By Dr. JEFFREY L. MITCHELL
Throughout the 2018-2019 school year, based on my experience as an educator and parent, I’ll explore what I believe are critical overarching features of a quality educational experience. I’ll cut a large swath across the educational landscape, in the exploration of what I think are the essential features of a quality education.
As a college instructor of future teachers, I often conducted the following preliminary activity. Without any guidance, I would simply ask the would-be teachers to think about and share, one or two memorable (positive) experiences from their K-12 schooling.
Over the years, two clear patterns presented themselves. As highlighted in the previous Extra Credit article on Great Teachers and not surprisingly, a number of the experiences cited extraordinary things done by extraordinary educators.
My message to the teachers-in-training at the conclusion of this exercise was to remember to appreciate that the influence of the K-12 education experience will not be confined by the walls of the classrooms.
What does it look like?
Over the years, I have seen how important the right opportunities can be in the analysis, by both students and parents, of the perceived value of a school. Whether the value stems from athletics, the arts, clubs – it does not matter – perceived value is strongly influenced by these beyond-the-classroom opportunities.
There’s no shortage of studies (e.g., Positive Effects of Extra Curricular Activities on Students) highlighting the vast array of benefits associated with opportunities. Without much effort, you can find empirical evidence to support the benefits of beyond-class opportunities for improving resilience, self-regulation, self-esteem, identity and motivation — as well as improvements in behavioral indicators such as empathy, tolerance, cooperation and collaboration.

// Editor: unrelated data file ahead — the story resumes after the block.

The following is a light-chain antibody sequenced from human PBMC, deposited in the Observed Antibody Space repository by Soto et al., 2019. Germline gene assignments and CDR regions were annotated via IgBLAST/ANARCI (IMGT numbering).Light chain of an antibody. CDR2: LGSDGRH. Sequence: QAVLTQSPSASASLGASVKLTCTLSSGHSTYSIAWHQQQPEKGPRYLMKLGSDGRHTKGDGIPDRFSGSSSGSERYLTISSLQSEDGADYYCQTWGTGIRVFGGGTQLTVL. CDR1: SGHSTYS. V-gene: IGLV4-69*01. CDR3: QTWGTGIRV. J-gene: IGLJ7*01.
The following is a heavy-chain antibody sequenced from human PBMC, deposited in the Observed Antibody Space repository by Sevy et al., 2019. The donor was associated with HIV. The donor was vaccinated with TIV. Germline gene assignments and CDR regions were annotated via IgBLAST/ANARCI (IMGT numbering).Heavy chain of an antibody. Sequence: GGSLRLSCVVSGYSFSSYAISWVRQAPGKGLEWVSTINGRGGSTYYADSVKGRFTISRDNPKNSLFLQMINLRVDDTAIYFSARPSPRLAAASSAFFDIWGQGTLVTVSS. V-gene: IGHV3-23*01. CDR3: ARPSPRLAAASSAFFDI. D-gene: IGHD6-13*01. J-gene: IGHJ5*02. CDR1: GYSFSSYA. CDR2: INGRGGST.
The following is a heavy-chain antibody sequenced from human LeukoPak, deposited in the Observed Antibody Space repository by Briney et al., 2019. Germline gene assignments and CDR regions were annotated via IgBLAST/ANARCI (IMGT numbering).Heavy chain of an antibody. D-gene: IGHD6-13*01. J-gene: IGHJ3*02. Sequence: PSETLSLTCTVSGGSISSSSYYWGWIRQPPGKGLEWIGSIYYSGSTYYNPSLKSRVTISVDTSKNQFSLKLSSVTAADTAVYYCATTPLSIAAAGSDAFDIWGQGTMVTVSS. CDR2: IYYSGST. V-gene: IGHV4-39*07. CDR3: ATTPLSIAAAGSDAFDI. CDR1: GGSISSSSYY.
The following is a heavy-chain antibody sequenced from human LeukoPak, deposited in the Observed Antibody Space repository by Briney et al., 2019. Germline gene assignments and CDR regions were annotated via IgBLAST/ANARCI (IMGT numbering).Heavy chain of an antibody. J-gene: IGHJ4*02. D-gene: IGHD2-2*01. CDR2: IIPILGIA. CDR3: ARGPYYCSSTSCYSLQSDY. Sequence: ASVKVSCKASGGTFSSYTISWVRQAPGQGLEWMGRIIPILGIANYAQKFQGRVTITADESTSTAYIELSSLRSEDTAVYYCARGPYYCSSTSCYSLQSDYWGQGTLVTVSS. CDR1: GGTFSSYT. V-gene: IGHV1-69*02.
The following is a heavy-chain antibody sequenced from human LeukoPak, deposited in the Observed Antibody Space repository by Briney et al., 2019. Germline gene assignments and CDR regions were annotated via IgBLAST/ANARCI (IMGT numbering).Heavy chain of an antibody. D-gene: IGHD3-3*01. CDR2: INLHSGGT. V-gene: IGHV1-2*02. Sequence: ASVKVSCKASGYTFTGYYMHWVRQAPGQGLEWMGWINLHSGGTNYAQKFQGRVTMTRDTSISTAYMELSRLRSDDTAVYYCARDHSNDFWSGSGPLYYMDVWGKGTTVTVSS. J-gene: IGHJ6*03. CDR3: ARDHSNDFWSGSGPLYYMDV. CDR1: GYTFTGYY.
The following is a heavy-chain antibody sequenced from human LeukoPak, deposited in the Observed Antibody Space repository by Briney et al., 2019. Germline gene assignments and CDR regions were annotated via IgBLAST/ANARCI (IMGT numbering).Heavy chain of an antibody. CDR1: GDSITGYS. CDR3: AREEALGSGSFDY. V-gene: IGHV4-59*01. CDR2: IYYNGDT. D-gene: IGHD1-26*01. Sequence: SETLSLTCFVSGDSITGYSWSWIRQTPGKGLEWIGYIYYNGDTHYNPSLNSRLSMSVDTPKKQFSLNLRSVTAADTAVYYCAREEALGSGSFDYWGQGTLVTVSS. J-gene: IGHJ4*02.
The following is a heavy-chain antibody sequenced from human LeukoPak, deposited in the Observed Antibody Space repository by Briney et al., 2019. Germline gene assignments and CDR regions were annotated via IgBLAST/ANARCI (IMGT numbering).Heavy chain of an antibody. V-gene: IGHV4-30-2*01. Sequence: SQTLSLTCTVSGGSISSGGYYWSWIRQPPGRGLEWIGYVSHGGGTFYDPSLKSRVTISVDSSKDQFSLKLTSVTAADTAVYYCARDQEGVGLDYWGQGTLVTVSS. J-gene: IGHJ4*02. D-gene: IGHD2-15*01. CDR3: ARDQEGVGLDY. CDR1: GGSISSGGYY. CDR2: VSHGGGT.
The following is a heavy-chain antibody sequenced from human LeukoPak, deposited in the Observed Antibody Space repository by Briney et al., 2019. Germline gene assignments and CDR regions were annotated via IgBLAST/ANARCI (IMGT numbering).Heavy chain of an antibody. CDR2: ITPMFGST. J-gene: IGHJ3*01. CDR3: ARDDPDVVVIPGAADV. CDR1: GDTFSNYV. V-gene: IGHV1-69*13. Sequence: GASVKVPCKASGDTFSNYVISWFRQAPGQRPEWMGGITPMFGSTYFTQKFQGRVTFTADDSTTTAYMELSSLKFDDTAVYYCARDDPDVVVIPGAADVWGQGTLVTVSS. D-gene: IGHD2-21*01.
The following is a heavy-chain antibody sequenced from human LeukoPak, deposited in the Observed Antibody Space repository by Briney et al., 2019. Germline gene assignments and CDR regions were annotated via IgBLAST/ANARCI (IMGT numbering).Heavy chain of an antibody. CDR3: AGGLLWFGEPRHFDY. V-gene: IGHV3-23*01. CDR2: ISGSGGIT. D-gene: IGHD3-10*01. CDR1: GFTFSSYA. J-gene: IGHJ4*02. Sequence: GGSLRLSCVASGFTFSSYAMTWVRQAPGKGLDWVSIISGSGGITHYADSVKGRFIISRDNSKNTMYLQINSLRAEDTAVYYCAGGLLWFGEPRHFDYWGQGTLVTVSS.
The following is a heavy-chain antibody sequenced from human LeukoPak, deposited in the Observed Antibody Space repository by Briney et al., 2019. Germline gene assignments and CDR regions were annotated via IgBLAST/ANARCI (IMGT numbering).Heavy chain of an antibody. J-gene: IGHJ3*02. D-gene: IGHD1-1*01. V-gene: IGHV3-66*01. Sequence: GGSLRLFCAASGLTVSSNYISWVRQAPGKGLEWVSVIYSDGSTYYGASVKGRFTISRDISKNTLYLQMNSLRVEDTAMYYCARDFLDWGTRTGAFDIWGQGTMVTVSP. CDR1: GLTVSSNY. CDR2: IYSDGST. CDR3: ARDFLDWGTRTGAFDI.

An interesting TED Talk (The secret to great opportunities? The person you haven’t met yet) takes the benefits of opportunities further. The speaker referenced a paper by sociologist Mark Granovetter titled, “The Strength of Weak Ties.” Granovetter asked, how people got their jobs.
Granovetter states that the problem with strong ties is that the network is redundant. Everybody that they know, you know.
Whereas, the strength of weak ties is the expansion of possibilities through new connections. Moreover, participation in K-12 opportunities develops skills like effort,
organization, discipline, teamwork and leadership. When this occurs, the stage is set for the individual to be comfortable and open to developing weak ties.
For our 50th Anniversary video I was asked to comment on “the best thing about Currey Ingram.” Of the many things I could say, I went with “witnessing students do something that neither they nor their parents ever thought they would be able to do.”
At Currey Ingram, providing an array of opportunities that extend beyond our foundational academic program is absolutely critical to our success. Our students spend a significant portion of their day receiving instruction to confront their learning differences. But significant to the success in the classroom is the confidence gained from participating in an opportunity outside of the classroom.
Dr. Jeffrey L. Mitchell
As both a parent and Head of School, one of the credos I believe is to expect that my children and students participate in the life of the school beyond the classroom. There’s hardly anything I have come across that has a wider and more lasting set of ancillary benefits.